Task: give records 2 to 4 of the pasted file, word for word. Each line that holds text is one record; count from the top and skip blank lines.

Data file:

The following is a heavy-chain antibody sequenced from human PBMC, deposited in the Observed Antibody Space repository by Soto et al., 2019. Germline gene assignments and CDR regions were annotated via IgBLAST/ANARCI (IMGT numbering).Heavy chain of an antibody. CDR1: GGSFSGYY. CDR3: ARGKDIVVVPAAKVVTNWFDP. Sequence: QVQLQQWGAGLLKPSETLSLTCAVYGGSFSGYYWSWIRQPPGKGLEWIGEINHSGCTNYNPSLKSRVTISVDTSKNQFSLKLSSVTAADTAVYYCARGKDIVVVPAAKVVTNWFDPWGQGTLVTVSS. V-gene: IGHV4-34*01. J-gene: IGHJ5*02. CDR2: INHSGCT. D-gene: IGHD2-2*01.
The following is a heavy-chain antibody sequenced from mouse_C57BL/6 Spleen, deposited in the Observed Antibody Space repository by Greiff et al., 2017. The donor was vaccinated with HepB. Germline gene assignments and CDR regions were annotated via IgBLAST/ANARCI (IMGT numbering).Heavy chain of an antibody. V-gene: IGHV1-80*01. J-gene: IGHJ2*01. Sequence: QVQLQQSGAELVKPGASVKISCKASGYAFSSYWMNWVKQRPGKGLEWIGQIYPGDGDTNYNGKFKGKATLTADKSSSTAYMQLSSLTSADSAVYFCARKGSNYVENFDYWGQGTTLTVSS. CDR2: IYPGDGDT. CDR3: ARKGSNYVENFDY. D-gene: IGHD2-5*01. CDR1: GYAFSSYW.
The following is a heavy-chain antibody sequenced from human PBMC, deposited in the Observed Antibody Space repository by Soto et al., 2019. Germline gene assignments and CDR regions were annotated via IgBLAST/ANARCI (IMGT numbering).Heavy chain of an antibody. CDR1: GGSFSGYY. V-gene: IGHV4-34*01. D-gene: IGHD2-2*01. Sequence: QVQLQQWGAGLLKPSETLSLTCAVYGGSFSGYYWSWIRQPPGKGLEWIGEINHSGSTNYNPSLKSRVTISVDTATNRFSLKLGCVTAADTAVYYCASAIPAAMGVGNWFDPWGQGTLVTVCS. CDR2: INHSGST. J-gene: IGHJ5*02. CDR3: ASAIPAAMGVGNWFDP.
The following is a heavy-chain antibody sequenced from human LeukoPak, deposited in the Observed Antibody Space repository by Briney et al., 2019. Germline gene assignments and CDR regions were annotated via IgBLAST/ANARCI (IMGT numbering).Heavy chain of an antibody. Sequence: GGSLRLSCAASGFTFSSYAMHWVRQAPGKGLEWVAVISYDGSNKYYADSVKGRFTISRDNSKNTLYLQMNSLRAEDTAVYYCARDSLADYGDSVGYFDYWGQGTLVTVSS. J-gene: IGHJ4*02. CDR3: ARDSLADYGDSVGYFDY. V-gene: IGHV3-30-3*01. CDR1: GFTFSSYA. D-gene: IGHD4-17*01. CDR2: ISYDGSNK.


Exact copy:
The following is a heavy-chain antibody sequenced from mouse_C57BL/6 Spleen, deposited in the Observed Antibody Space repository by Greiff et al., 2017. The donor was vaccinated with HepB. Germline gene assignments and CDR regions were annotated via IgBLAST/ANARCI (IMGT numbering).Heavy chain of an antibody. V-gene: IGHV1-80*01. J-gene: IGHJ2*01. Sequence: QVQLQQSGAELVKPGASVKISCKASGYAFSSYWMNWVKQRPGKGLEWIGQIYPGDGDTNYNGKFKGKATLTADKSSSTAYMQLSSLTSADSAVYFCARKGSNYVENFDYWGQGTTLTVSS. CDR2: IYPGDGDT. CDR3: ARKGSNYVENFDY. D-gene: IGHD2-5*01. CDR1: GYAFSSYW.
The following is a heavy-chain antibody sequenced from human PBMC, deposited in the Observed Antibody Space repository by Soto et al., 2019. Germline gene assignments and CDR regions were annotated via IgBLAST/ANARCI (IMGT numbering).Heavy chain of an antibody. CDR1: GGSFSGYY. V-gene: IGHV4-34*01. D-gene: IGHD2-2*01. Sequence: QVQLQQWGAGLLKPSETLSLTCAVYGGSFSGYYWSWIRQPPGKGLEWIGEINHSGSTNYNPSLKSRVTISVDTATNRFSLKLGCVTAADTAVYYCASAIPAAMGVGNWFDPWGQGTLVTVCS. CDR2: INHSGST. J-gene: IGHJ5*02. CDR3: ASAIPAAMGVGNWFDP.
The following is a heavy-chain antibody sequenced from human LeukoPak, deposited in the Observed Antibody Space repository by Briney et al., 2019. Germline gene assignments and CDR regions were annotated via IgBLAST/ANARCI (IMGT numbering).Heavy chain of an antibody. Sequence: GGSLRLSCAASGFTFSSYAMHWVRQAPGKGLEWVAVISYDGSNKYYADSVKGRFTISRDNSKNTLYLQMNSLRAEDTAVYYCARDSLADYGDSVGYFDYWGQGTLVTVSS. J-gene: IGHJ4*02. CDR3: ARDSLADYGDSVGYFDY. V-gene: IGHV3-30-3*01. CDR1: GFTFSSYA. D-gene: IGHD4-17*01. CDR2: ISYDGSNK.